Matariki is a new public holiday in NZ celebrating Maori New Year - at the time of the winter solstice here in the southern hemisphere. As you would expect, there is much significance attached to the appearance of Matariki, the set of stars known in the western world as Pleiaides. Remembering those who have died, new beginnings, links to planting crops, the shortest day/longest night and the beginning of lengthening days and a return of the sun - like Saturnalia in the northern hemisphere: the pagan celebration that was replaced by Christmas... Read more about Matariki here.
On Thursday morning we packed the car, loaded on the bikes and headed up to Taranaki, to stay with Jim and Judy for Matariki weekend.
David noted as we left the driveway that it was the third time we had packed to go away and not had a major meltdown. Things must be improving after 48 years ... 😊😊
He was right though. I think it was probably because David had packed his gear the day before while I was working so I wasn't stressing about him not being ready at the time we had agreed to leave. And we are now competent at loading the new Thule bike rack, which we failed on for our trip to Masterton a couple of months ago.
We had breakfast in Foxton at the Windmill Cafe, and because it was quite warm and very sunny, and because we were wearing a goodly amount of clothing, we sat outside to eat a yummy brekky.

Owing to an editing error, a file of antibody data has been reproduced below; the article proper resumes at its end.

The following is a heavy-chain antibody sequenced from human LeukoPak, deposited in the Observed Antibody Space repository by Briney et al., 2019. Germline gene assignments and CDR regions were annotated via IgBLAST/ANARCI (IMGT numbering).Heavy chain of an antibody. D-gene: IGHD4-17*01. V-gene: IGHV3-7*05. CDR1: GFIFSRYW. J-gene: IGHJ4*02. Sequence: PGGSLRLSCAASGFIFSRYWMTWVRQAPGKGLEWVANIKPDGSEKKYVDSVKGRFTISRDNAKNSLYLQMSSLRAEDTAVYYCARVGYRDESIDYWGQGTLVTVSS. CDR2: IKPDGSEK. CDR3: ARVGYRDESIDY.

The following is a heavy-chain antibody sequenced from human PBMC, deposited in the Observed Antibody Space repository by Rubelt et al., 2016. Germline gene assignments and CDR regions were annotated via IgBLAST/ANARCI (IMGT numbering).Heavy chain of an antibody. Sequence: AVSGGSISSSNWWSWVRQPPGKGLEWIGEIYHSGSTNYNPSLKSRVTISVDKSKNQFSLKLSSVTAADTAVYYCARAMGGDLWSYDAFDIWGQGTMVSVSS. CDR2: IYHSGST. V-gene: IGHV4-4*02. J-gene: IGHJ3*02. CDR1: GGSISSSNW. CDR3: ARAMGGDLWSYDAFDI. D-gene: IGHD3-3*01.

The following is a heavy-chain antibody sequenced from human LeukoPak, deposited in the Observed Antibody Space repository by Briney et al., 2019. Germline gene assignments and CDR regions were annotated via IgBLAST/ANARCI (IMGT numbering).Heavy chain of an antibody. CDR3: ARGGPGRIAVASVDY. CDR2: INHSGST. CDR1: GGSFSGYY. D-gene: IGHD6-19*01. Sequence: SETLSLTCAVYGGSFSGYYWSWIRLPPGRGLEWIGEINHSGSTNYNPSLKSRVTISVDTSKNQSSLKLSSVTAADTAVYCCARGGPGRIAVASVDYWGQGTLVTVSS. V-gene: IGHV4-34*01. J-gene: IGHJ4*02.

We stopped at Whanganui to visit Denny and Cheryl - only saw Denny though because Cheryl was out taking an elderly friend to get her nails done.
It was later than lunchtime as we got to Waverley so I stopped for a Memphis Meltdown Gooey Caramel icecream on a stick.
|Doesn't that look delicious?
David said he didn't want anything but I found what looked like a yummy and almost healthy dairy free Kapiti icecream with boysenberries. So he obligingly worried it down. He's so helpful in these things!
Then it was on to Onaero. So good to see Jim and Judy again for a limited edition of a Zero Degrees weekend - just the four of us and Tom, their labrador. I'm fairly sure he doesn't have a degree...
The sunset was beautiful on both Thursday and Saturday evenings, and Jim and Judy have the ideal place to see it from. Onaero is on the coast and J&J's house is on the top of the low cliff above the beach. This means wonderful views of the sea in all its moods. However it also means their property and the others along the same piece of coast are vulnerable to the erosion that climate change, the increasing number of storms with high tides and strong waves are causing. However, the sunset was my focus as you can see ...